4 Foreign Currency Liabilities in Debt Management

D. Folkerts-Landau, and Marcel Cassard
Published Date:
July 2000
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Patrick de Fontenay and Philippe Jorion 

For governments (or firms) that borrow, as most do, whether to issue foreign currency denominated debt, how much, and in which currencies seem to be separate decisions, subject to different considerations. Indeed, this is how many countries have approached foreign borrowing. For example, a central bank may decide it needs to replenish its stock of foreign exchange reserves and how much it should borrow abroad. The choice of currency or currencies in which to borrow is then decided separately.

Historically, for many developing countries, the choice of currencies in which to denominate their foreign debt was imposed by the lenders, and in the absence of easy access to the swap market that choice could not be changed. For a second category of countries, the necessity of borrowing abroad was imposed by the balance of payments or official reserve situation, or by the narrowness of the domestic market for government debt, either in terms of volume, liquidity, or choice of maturities. Governments were also able to borrow on better terms than public enterprises and private firms to which they would lend the proceeds of their foreign borrowing. For those countries, the choice of currencies is an important decision to be taken as part of their external debt management. Finally, there is a third category of countries, which includes most industrial countries and several developing countries. In those countries, governments are not compelled to issue debt denominated in foreign currencies, and some choose not to. Of course, from a balance of payments standpoint, sales to nonresidents of government bonds denominated in local currency represent foreign borrowing.

The first part of this paper discusses the currency composition of foreign debt, largely from the standpoint of the countries in the second category. The second part discusses the role of foreign currency debt in sovereign liability management and reviews the different approaches to this issue. The third part is a numerical application of modern portfolio theory to a country case.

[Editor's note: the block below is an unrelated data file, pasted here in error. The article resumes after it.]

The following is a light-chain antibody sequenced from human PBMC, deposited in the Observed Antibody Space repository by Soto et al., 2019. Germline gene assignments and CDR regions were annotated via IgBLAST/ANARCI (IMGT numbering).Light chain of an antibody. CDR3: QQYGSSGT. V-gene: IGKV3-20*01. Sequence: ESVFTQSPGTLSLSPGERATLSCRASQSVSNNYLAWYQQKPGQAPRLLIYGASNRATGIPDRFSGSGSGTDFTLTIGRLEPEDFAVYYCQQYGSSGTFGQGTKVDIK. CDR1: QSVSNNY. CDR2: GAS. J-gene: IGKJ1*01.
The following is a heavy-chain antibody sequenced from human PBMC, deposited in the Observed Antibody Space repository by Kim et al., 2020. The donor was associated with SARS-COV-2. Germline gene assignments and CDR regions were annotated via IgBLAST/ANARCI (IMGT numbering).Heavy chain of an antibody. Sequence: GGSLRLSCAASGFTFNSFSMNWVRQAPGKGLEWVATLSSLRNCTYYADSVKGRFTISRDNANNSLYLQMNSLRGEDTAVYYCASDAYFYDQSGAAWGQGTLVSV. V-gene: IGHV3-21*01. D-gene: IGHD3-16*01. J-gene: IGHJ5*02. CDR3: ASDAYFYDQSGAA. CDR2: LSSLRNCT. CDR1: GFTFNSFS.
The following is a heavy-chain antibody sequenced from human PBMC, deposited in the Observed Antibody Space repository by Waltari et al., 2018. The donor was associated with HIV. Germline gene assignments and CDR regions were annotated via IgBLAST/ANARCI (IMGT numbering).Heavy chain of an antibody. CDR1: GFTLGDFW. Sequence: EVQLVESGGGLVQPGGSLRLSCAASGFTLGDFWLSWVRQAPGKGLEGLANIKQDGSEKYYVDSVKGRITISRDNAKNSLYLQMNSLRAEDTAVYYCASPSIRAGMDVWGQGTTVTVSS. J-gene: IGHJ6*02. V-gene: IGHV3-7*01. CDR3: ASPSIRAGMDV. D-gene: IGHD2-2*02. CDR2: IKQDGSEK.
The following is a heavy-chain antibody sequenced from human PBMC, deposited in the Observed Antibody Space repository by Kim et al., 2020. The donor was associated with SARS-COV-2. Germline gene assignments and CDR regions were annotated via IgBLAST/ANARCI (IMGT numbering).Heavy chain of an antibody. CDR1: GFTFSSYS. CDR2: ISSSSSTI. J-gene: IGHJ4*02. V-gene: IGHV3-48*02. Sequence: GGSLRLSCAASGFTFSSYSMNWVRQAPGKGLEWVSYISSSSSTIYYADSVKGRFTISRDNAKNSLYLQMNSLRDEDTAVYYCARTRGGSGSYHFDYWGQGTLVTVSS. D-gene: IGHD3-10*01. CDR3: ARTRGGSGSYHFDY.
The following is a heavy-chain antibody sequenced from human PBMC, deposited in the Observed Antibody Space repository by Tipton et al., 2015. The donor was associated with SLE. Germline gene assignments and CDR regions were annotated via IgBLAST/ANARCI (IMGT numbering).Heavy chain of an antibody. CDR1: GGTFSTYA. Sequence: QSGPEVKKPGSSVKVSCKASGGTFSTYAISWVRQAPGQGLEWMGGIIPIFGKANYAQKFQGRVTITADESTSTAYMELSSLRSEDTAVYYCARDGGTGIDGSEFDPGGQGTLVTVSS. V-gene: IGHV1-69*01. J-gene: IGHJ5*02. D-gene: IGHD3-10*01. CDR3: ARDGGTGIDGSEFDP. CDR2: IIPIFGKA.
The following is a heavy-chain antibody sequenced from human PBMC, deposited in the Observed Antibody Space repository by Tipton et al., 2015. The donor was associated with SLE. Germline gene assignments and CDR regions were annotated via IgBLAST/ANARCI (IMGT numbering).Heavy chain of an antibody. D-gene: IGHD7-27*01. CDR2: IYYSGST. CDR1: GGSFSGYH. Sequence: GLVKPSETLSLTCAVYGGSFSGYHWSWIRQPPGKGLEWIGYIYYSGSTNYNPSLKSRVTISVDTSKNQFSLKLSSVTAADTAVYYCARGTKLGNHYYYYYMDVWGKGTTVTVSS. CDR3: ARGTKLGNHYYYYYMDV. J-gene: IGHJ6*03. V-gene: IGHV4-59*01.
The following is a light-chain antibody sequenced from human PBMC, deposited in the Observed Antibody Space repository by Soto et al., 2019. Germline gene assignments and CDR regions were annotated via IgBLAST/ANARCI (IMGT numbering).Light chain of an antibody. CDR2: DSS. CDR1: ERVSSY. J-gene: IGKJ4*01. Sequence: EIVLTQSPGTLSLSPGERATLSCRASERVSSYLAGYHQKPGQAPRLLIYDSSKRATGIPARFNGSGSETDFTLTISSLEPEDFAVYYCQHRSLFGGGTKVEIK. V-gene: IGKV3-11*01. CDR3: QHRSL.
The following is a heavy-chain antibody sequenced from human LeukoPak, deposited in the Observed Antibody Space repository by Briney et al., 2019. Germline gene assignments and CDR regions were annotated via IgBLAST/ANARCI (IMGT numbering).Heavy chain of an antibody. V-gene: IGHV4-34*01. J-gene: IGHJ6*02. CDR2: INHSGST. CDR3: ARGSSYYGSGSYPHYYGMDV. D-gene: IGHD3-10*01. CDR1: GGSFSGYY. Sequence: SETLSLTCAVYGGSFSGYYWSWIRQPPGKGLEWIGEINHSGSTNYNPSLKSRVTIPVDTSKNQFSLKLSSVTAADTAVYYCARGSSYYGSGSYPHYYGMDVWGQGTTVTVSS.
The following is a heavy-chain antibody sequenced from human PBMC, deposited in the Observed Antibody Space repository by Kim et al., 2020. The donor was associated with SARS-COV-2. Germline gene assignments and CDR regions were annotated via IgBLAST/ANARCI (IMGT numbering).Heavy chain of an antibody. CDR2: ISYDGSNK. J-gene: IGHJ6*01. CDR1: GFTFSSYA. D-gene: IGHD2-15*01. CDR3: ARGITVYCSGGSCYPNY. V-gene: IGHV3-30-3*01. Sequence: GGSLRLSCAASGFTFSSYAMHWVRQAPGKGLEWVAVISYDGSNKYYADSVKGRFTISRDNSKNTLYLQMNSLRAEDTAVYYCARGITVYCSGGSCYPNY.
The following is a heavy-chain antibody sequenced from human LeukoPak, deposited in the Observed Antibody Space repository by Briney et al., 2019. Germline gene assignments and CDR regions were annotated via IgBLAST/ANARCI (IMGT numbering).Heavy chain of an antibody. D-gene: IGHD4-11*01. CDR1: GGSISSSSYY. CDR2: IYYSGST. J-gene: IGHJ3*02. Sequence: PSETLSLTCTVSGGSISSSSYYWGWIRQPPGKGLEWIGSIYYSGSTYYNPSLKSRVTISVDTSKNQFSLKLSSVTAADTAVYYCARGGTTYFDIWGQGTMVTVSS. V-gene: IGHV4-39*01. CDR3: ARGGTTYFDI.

Currency Composition of Foreign Debt

For countries whose governments (or central banks) need to borrow abroad, the traditional advice to match foreign assets and liabilities was often impractical. This was often because foreign assets were too small or because the management of foreign assets (that is, official reserves) and that of foreign debt was done by different entities and in accordance with different sets of principles and guidelines. Another standard piece of advice was to borrow in the currency or currencies of the main trading partner(s). Intuitively, this seems to make sense as debt payments would be in the same currencies as export receipts, and cash flows would match. However, this may not be the best advice.

As an example, Argentina, whose currency is pegged to the U.S. dollar, would seem a perfect candidate for denominating its foreign debt in dollars. However, if the dollar appreciates, Argentine exports both to the United States and to third markets will lose their competitiveness relative to nondollar countries. Export receipts are likely to decline and the debt service-to-exports ratio is likely to rise. In this case, some borrowing in currencies other than the U.S. dollar would have stabilized the debt-service ratio.